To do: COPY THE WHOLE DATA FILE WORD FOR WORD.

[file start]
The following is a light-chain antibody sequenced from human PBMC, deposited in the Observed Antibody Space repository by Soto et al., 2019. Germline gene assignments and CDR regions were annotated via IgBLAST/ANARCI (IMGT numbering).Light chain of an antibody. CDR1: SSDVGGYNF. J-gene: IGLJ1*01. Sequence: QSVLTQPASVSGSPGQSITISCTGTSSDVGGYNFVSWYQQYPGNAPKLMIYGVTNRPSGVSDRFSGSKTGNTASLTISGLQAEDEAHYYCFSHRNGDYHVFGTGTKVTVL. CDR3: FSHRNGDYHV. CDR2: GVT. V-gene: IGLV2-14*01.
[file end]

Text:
The following is a light-chain antibody sequenced from human PBMC, deposited in the Observed Antibody Space repository by Soto et al., 2019. Germline gene assignments and CDR regions were annotated via IgBLAST/ANARCI (IMGT numbering).Light chain of an antibody. CDR1: SSDVGGYNF. J-gene: IGLJ1*01. Sequence: QSVLTQPASVSGSPGQSITISCTGTSSDVGGYNFVSWYQQYPGNAPKLMIYGVTNRPSGVSDRFSGSKTGNTASLTISGLQAEDEAHYYCFSHRNGDYHVFGTGTKVTVL. CDR3: FSHRNGDYHV. CDR2: GVT. V-gene: IGLV2-14*01.